Crop establishment is often a decisive factor, in yield terms. The various soil tillage operations are aimed at providing a soil texture that favours root establishment and emergence. The purpose of this section is to provide the producer with a set of technical tools that will help them decide when to plant their grain and feed maize crops.
Maize takes root better in a homogenous, even slightly packed, soil, rather than in a cavernous one or one that presents a succession of layers of highly-variable porosity. To reach that goal – and whatever the implement used or stage of one’s operations (ploughing or second pass), one should work on dry soil. Seedbed preparation (which is done early on clay soils and at the last minute on soils with the highest compaction levels) should be done with as few passes as possible.
There is no such thing as ideal soil preparation. That is often a compromise between climate, available days, one’s level of mechanisation, and the size of one’s business.
Above all, one should see that the soil does not to dry out between the various cultivation operations and ensure that the soil is pressed enough to keep in moisture.
Choosing one’s hybrids is a strategic step in today’s maize production and it is a decision that must continue to lie with the farmer.
Hybrid choice clearly determines the attainable yield in a given climate window (through yield potential and earliness) and provides the specific traits that help secure the objective to a greater or lesser extent (through stress tolerance, disease resistance, etc).
Decisive criteria :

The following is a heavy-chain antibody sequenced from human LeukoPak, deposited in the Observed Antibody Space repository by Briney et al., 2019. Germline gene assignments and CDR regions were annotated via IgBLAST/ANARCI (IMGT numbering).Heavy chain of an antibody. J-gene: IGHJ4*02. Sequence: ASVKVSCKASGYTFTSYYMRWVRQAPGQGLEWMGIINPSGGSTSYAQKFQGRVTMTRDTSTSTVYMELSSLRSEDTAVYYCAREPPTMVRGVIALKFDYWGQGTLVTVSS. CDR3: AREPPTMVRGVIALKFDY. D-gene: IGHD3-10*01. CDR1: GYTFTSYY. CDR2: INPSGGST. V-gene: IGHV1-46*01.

- Yield potential
- Consistent performance and drought tolerance
- Physiological earliness and related qualities: early vigour and dry-down rate
- Stalk posture and resistance to lodging
Secondary criteria :
- Tolerance to foliar diseases (helminthosporiosis) or ear diseases (Fusarium)
- Nutritional value of feed maize
- Plant posture and size
Just as for all the other crops, setting the planting date for maize is an important decision and it should be made in a way that would enable one to take full advantage of a region’s climate potential and carry out the seed placement in the best possible conditions.
The rationale of the planting date has to do with securing most of the favourable weather window as fast as possible and thus allowing the chosen hybrid to express its full potential. A balance must therefore be reached among several variables:
- The soil must be warmed up, but not dried out. Maize germinates when soil temperature reaches 6-8°C. As a reminder, soil temperature rises gradually but steadily in spring, regardless of the air temperature variations.
- The subsoil must not be dried out, because seeds need water in order to emerge. A drying soil horizon will cause irregular emergence, which takes a heavy toll on yield.
- Equipment is another variable to consider when planting, whether it is has to do with the number of planting attachments (or machines), fast planters at hand, and so on. The question of equipment becomes critical when one needs to sow increasingly large areas, within narrow windows of favourable weather.
Choosing Crop Density: the Yield Foundation
Yield is a direct result of the amount of sunlight intercepted by the crop canopy (leaf area index correlated with plant density) and the length of that action (therefore earliness = length of the production cycle).
When choosing planting density, one should mainly consider the following:
- hybrid earliness,
- the attainable yield potential (water supply),
- crop destination (harvested as grain or whole plant),
- possibly, the type of soil and the type of genetic material.